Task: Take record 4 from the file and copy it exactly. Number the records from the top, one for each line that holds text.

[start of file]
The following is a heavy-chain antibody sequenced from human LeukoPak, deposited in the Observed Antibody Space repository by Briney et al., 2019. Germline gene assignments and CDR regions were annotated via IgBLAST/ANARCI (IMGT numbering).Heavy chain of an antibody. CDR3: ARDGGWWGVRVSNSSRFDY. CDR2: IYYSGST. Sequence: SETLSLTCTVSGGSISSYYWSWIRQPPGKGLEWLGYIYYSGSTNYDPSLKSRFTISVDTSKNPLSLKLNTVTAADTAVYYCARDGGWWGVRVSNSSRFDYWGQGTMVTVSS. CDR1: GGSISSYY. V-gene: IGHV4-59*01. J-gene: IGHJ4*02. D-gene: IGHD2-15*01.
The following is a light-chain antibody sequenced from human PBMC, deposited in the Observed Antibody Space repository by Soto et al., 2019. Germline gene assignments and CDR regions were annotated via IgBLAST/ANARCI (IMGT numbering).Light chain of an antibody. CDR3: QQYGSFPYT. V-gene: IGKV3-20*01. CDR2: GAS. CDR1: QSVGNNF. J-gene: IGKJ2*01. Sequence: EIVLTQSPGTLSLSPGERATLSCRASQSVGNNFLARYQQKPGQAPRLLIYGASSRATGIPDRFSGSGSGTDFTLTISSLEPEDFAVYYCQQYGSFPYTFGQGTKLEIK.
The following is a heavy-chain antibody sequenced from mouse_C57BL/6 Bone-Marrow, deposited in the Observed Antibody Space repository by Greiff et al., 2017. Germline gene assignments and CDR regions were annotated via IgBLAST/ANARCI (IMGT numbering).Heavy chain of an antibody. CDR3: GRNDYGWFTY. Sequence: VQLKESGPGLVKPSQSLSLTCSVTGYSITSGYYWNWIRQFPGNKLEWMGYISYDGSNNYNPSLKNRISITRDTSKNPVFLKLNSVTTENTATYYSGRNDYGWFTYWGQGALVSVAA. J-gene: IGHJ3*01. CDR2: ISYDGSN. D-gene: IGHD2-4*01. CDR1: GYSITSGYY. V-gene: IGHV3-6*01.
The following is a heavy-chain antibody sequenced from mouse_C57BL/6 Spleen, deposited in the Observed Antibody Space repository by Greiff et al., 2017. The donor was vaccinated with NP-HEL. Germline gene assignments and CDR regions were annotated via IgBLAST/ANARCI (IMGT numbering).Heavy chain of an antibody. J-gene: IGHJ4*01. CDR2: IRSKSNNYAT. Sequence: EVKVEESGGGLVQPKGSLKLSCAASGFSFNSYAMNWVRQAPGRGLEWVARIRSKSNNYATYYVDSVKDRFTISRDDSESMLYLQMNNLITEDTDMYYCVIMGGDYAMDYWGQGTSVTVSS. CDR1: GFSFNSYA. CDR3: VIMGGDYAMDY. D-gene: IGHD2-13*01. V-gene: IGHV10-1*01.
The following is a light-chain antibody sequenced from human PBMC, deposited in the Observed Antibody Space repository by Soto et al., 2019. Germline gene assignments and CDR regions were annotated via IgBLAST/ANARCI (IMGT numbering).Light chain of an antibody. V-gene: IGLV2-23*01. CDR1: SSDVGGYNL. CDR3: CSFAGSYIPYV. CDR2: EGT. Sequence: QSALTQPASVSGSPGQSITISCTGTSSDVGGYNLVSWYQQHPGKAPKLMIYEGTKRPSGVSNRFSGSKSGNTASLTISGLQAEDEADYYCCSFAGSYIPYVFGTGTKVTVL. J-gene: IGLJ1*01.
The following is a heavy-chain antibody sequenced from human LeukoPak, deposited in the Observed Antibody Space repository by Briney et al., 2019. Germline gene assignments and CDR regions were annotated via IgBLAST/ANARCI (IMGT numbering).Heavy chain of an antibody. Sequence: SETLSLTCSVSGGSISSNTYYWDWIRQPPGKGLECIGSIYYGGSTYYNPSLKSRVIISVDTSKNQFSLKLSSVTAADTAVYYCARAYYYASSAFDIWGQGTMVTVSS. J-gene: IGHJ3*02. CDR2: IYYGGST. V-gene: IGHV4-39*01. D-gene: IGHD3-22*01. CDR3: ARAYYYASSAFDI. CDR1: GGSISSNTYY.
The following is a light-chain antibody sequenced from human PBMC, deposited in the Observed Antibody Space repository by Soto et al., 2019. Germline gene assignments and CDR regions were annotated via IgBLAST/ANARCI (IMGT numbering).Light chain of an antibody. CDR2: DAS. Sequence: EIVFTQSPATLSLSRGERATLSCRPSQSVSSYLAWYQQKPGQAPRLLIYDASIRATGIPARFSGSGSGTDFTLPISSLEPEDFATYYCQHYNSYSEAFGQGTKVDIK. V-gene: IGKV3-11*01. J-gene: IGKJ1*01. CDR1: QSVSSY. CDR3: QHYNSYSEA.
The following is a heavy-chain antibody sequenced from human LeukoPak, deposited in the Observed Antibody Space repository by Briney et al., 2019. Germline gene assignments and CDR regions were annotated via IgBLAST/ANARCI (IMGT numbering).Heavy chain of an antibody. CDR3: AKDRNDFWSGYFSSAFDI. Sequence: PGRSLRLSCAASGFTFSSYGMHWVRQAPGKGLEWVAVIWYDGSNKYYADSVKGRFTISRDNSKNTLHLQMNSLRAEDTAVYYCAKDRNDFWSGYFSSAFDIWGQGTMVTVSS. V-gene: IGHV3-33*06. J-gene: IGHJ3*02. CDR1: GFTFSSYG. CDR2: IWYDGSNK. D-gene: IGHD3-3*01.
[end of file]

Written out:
The following is a heavy-chain antibody sequenced from mouse_C57BL/6 Spleen, deposited in the Observed Antibody Space repository by Greiff et al., 2017. The donor was vaccinated with NP-HEL. Germline gene assignments and CDR regions were annotated via IgBLAST/ANARCI (IMGT numbering).Heavy chain of an antibody. J-gene: IGHJ4*01. CDR2: IRSKSNNYAT. Sequence: EVKVEESGGGLVQPKGSLKLSCAASGFSFNSYAMNWVRQAPGRGLEWVARIRSKSNNYATYYVDSVKDRFTISRDDSESMLYLQMNNLITEDTDMYYCVIMGGDYAMDYWGQGTSVTVSS. CDR1: GFSFNSYA. CDR3: VIMGGDYAMDY. D-gene: IGHD2-13*01. V-gene: IGHV10-1*01.